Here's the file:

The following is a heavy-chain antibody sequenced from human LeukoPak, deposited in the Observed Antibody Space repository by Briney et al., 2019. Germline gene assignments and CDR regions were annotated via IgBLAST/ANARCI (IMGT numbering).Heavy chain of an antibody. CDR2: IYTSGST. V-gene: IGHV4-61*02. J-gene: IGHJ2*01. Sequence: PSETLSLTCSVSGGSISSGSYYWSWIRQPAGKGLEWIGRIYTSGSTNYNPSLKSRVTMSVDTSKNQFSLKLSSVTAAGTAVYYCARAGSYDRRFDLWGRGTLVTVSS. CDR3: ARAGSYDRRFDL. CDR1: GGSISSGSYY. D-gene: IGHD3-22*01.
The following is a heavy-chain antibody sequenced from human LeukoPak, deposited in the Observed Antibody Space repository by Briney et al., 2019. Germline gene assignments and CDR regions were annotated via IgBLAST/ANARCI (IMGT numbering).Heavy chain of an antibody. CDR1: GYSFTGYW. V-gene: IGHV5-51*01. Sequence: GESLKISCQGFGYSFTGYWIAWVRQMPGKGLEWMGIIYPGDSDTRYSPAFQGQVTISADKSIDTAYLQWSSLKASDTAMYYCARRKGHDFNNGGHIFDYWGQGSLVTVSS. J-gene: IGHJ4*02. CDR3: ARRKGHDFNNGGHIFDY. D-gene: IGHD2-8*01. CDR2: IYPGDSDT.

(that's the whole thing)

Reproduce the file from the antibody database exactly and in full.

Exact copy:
The following is a heavy-chain antibody sequenced from human LeukoPak, deposited in the Observed Antibody Space repository by Briney et al., 2019. Germline gene assignments and CDR regions were annotated via IgBLAST/ANARCI (IMGT numbering).Heavy chain of an antibody. CDR2: IYTSGST. V-gene: IGHV4-61*02. J-gene: IGHJ2*01. Sequence: PSETLSLTCSVSGGSISSGSYYWSWIRQPAGKGLEWIGRIYTSGSTNYNPSLKSRVTMSVDTSKNQFSLKLSSVTAAGTAVYYCARAGSYDRRFDLWGRGTLVTVSS. CDR3: ARAGSYDRRFDL. CDR1: GGSISSGSYY. D-gene: IGHD3-22*01.
The following is a heavy-chain antibody sequenced from human LeukoPak, deposited in the Observed Antibody Space repository by Briney et al., 2019. Germline gene assignments and CDR regions were annotated via IgBLAST/ANARCI (IMGT numbering).Heavy chain of an antibody. CDR1: GYSFTGYW. V-gene: IGHV5-51*01. Sequence: GESLKISCQGFGYSFTGYWIAWVRQMPGKGLEWMGIIYPGDSDTRYSPAFQGQVTISADKSIDTAYLQWSSLKASDTAMYYCARRKGHDFNNGGHIFDYWGQGSLVTVSS. J-gene: IGHJ4*02. CDR3: ARRKGHDFNNGGHIFDY. D-gene: IGHD2-8*01. CDR2: IYPGDSDT.